On 7 September, in accordance with their alliance with Poland, France began the Saar Offensive with an advance from the Maginot Line 5 km into the Saar. France had mobilised 98 divisions and 2, tanks against a German force consisting of 43 divisions and no tanks. The French advanced until they met the thin and undermanned Siegfried Line. On 17 September, the French supreme commander, Maurice Gamelin gave the order to withdraw French troops to their starting positions.

Following the Saar Offensive, a period of inaction called the Phoney War set in between the belligerents. Adolf Hitler had hoped that France and Britain would acquiesce in the conquest of Poland and make peace. On 6 October, he made a peace offer to both Western powers.


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For the moment only limited objectives could be envisaged and were aimed at improving Germany's ability to survive a long war in the west. Hitler ordered a conquest of the Low Countries to be executed at the shortest possible notice to forestall the French and prevent Allied air po. Airspeed Ltd. Airspeed Limited was established to build aeroplanes in in York, England , by A.

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Amy Johnson was one of the initial subscribers for shares. In his autobiography, Slide Rule: Autobiography of an Engineer , Norway gives an account of the founding of the company and of the processes that led to the development and mass production of the Oxford, he received the Fellowship of the Royal Aeronautical Society for his innovative fitting of a retractable undercarriage to aircraft. The AS. It could fly in two or three months while setting up the design office and workshop in half of an empty bus garage in York.

In , Airspeed produced the AS. In March , the firm moved to Portsmouth where the Corporation gave generous terms for a factory building built to Airspeed's requirements on their airport. The first Airspeed Courier was flown from here in , followed by the first of a twin-engined development of the Courier, the Airspeed Envoy in Both the Courier and the Envoy were made in small numbers.


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In the same year, a long-range racing version of the Envoy, the AS. He got a reputation as "unscrupulous" for resisting the auditors' attempt to write them down on the books, as with growing talk of war civil aircraft of any size would "sell immediately". And Shute could see from his office the four hundred workers in the "shop" with families depending on their jobs. In the sole Airspeed Viceroy was nearly sold to Ethiopia for use against Italian forces.

In Shute negotiated with Anthony Fokker for a licencing agreement with Fokker, he worked "at all hours and in strange places". In Airspeed signed a manufacturing licencing agreement for the Douglas DC-2 and several Fokker types, with Fokker to be a consultant for seven years. Airspeed considered making the Fokker D. Shute and a Fokker representative "who was well accustomed to methods of business in the Balkans " spent three weeks in Athens but did not close the deal.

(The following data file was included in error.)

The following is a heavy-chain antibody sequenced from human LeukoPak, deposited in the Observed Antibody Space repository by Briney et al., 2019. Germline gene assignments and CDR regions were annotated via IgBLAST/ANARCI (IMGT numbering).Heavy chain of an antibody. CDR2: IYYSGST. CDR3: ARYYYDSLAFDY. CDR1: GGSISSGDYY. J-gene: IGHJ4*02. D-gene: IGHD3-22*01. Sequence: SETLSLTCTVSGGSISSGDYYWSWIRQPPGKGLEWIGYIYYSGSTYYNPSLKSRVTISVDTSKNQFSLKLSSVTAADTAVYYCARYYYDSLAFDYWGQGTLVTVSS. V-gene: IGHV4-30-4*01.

Shute recommended reading his novel Ruined City to find out, and after a year the drift to war and their Air Ministry contracts meant that Dutchmen could not go to the Airspeed factory or board meetings. All Airspeed aeroplanes under manufacture or development in were to use a Wolseley radial aero engine of about horsepower , under development by Nuffield, the Wolseley Scorpio ; the project was abandoned in September after the expenditure of about two hundred thousand pounds when Lord Nuffield got the fixed price I. According to Nevil Shute Norway it was a advanced engine, so its loss was a major disaster for Airspeed, but when he asked Lord Nuffield to retain the engine, Nuffield said "I tell you, Norway I sent that I.

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Thing back to them, I told them they could put it where the monkey put the nuts! Shute said that "admitting Air Ministry methods of doing business Better to stick to selling motor vehicles for cash to the War Office and the Admiralty who retained the normal methods of buying and selling.

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Airspeed retained its identity as a separate company though as a wholly owned subsidiary of de Havilland. Around to reduce the risk of Luftwaffe bombing, a new dispersed design office was opened at Fairmile Manor in Cobham, Surrey. Airspeed's most productive p. The operation was launched on 6 June with the Normandy landings. A 1,plane airborne assault preceded an amphibious assault involving more than 5, vessels.

Nearly , troops crossed the English Channel on 6 June, more than two million Allied troops were in France by the end of August; the decision to undertake a cross-channel invasion in was taken at the Trident Conference in Washington in May General Dwight D. Eisenhower was appointed commander of Supreme Headquarters Allied Expeditionary Force , General Bernard Montgomery was named as commander of the 21st Army Group , which comprised all the land forces involved in the invasion; the coast of Normandy of northwestern France was chosen as the site of the invasion, with the Americans assigned to land at sectors codenamed Utah and Omaha , the British at Sword and Gold, the Canadians at Juno.